What are mechanisms and how does reasoning about them affect the inference of causes from correlations? A mechanism is a system of parts that operate or interact like those of a machine, transmitting forces, motion, and energy to one another. For millennia humans have used simple machines such as levers, pulleys, inclined planes, screws, and wheels. More complicated machines can be built out of these simple ones, all of which transmit motion from one part to another by direct contact. In the sixteenth and seventeenth centuries, natural philosophers came more and more to understand the world in terms of mechanisms, culminating with Newton's unified explanation of the motion of earthly and heavily bodies. His concept of force, however, went beyond the operation of simple machines by direct contact to include the gravitational interaction of objects at a distance from each other. In the history of science, progress has been made in many sciences by the discovery of new mechanisms, each with interacting parts affecting each other's motion and other properties. Table 2 displays some of the most important of such mechanisms. The sciences employ different kinds of mechanisms in their explanations, but each involves a system of parts that change as the result of interactions among them that transmit force, motion, and energy. Mechanical systems are organized hierarchically, in that mechanisms at lower levels (e.g. molecules) produce changes that take place at higher levels (e.g. cells).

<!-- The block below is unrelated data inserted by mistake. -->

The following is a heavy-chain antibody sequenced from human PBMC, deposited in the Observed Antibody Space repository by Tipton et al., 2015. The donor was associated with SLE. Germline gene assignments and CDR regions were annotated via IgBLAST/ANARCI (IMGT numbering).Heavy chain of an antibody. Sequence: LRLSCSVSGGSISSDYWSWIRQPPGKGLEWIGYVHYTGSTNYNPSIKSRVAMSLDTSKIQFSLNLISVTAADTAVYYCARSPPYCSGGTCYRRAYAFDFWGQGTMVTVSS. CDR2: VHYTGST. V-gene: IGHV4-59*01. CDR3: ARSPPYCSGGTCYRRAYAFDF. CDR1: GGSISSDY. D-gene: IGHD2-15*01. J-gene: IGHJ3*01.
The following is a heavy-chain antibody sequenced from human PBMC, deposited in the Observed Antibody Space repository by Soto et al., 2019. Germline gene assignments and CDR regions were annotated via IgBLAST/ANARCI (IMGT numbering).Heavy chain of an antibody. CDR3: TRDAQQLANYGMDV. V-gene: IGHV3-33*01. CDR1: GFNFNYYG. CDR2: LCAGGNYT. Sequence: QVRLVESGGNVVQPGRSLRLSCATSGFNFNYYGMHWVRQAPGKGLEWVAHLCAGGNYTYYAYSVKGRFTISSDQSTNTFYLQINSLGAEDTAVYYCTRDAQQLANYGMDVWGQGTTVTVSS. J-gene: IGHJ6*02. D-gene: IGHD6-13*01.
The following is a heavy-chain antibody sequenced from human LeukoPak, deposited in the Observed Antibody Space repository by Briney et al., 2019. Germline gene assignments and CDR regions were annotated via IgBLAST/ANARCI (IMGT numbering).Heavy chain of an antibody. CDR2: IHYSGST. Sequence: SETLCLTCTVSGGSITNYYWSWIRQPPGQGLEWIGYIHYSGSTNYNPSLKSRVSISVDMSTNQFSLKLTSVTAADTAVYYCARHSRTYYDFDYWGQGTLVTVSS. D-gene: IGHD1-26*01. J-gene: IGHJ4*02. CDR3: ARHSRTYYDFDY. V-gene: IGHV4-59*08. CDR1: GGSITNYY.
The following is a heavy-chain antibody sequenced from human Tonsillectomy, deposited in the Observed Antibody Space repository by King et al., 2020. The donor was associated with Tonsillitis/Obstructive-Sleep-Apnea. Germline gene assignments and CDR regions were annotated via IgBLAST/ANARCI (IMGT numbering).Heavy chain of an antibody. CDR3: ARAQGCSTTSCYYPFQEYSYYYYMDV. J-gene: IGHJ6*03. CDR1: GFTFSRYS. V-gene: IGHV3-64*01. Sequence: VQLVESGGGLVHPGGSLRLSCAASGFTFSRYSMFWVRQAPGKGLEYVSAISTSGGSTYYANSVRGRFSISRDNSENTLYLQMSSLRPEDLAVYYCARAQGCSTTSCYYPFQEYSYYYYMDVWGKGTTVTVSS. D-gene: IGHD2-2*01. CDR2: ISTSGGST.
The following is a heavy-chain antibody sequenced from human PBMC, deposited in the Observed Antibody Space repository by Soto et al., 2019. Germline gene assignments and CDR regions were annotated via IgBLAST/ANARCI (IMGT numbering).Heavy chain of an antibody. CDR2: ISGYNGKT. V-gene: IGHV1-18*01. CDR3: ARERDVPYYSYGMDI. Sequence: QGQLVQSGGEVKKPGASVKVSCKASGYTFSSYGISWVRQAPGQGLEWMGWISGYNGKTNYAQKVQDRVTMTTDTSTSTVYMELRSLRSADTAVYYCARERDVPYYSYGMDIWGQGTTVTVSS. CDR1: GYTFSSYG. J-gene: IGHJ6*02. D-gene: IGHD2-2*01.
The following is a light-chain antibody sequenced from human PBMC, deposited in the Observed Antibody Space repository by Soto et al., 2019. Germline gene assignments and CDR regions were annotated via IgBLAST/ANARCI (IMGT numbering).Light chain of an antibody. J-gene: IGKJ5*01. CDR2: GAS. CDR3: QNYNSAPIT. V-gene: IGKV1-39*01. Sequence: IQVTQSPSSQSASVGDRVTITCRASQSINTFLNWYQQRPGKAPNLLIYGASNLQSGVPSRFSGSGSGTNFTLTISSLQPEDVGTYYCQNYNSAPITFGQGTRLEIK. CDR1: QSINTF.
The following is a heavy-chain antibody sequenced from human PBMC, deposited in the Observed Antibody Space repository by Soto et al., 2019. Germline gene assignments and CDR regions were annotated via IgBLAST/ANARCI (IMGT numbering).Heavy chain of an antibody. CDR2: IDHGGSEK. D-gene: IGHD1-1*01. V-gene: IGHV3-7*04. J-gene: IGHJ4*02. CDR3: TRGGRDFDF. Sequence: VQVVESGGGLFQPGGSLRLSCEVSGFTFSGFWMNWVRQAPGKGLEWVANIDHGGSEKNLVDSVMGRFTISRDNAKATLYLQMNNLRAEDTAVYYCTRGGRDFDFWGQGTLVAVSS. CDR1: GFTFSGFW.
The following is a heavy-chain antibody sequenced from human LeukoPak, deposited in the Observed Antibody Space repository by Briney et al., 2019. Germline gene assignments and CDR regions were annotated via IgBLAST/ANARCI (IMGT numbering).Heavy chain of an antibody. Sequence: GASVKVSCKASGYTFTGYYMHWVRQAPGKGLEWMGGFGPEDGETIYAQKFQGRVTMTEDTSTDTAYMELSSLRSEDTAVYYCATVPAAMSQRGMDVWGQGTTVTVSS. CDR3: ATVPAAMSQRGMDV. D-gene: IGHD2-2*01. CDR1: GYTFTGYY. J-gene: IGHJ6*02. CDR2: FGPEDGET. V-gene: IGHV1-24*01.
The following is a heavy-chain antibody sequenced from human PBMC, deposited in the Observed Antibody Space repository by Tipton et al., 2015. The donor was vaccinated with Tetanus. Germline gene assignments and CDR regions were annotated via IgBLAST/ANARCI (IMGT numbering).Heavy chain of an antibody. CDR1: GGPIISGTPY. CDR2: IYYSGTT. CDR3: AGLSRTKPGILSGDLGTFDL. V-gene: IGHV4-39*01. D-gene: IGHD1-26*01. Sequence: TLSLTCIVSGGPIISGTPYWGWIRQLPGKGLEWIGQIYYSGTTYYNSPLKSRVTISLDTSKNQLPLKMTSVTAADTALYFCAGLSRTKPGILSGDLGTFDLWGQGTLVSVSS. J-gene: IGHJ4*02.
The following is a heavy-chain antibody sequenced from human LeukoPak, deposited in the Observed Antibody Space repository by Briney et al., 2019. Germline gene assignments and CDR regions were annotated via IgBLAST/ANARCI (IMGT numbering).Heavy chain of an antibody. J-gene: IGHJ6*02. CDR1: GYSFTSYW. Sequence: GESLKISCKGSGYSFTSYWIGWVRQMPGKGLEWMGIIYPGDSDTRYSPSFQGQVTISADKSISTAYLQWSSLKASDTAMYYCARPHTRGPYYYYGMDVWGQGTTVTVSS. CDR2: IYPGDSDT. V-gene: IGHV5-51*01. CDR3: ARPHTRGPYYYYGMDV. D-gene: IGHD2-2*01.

|physics||objects such as sun and planets||motion||forces such as gravitation|
|chemistry||elements, molecules||mass, energy||reactions|
|evolutionary biology||organisms||new species||natural selection|
|genetics||genes||genetic transmission and alteration||heredity, mutation, recombination|
|geology||geological formations such as mountains||creation and elimination of formations||volcanic eruptions, erosion, etc.|
|plate tectonics||continents||motion such as continental drift||floating, collision|
|neuroscience||neurons||activation, synaptic connections||electrochemical transmissions|
|cell biology||cells||growth||cell division|
|cognitive science||mental representations||creation and alteration of representations||computational procedures|
Table 2. Sketch of some important mechanisms in science.